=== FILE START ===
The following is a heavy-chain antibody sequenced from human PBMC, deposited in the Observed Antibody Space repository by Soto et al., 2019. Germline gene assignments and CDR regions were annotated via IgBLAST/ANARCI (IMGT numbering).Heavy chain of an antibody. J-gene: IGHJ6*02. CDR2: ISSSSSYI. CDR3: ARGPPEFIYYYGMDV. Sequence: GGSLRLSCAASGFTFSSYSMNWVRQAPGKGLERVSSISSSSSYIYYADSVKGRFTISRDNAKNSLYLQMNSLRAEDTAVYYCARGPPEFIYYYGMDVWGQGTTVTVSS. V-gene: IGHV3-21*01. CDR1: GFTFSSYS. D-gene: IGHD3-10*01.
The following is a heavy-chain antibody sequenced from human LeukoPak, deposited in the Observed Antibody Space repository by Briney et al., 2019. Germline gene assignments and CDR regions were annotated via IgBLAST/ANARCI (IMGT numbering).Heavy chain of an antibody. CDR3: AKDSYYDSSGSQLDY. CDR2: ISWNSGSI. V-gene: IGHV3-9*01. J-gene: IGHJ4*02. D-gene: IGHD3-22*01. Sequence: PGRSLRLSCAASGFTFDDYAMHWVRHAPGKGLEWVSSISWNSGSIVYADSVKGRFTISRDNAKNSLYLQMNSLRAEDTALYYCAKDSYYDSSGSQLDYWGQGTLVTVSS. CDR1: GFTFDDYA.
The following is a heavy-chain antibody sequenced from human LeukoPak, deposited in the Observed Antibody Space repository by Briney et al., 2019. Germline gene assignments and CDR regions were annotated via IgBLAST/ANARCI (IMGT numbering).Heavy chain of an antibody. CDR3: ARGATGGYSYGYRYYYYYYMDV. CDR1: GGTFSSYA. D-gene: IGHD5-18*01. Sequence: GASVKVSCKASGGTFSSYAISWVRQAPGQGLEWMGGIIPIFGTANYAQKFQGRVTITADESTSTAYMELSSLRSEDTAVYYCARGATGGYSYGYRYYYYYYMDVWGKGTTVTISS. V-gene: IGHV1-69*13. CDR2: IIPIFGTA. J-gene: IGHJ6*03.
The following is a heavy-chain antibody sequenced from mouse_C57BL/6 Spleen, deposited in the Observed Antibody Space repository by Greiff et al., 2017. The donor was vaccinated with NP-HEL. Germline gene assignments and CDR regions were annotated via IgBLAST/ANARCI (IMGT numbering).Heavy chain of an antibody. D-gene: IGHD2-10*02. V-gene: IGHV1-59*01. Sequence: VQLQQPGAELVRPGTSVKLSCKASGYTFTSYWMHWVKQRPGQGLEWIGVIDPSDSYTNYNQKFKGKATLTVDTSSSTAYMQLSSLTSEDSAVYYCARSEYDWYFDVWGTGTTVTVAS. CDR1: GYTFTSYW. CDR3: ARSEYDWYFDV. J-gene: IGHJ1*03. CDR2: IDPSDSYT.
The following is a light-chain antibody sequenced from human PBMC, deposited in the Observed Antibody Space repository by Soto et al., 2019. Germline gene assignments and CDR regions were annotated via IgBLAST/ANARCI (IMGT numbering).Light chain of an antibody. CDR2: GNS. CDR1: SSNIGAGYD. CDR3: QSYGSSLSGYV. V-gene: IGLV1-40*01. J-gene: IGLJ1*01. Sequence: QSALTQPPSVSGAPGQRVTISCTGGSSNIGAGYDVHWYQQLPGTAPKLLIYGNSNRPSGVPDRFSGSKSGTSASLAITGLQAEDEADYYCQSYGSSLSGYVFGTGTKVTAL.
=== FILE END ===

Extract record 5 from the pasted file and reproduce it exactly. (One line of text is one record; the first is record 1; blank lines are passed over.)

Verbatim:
The following is a light-chain antibody sequenced from human PBMC, deposited in the Observed Antibody Space repository by Soto et al., 2019. Germline gene assignments and CDR regions were annotated via IgBLAST/ANARCI (IMGT numbering).Light chain of an antibody. CDR2: GNS. CDR1: SSNIGAGYD. CDR3: QSYGSSLSGYV. V-gene: IGLV1-40*01. J-gene: IGLJ1*01. Sequence: QSALTQPPSVSGAPGQRVTISCTGGSSNIGAGYDVHWYQQLPGTAPKLLIYGNSNRPSGVPDRFSGSKSGTSASLAITGLQAEDEADYYCQSYGSSLSGYVFGTGTKVTAL.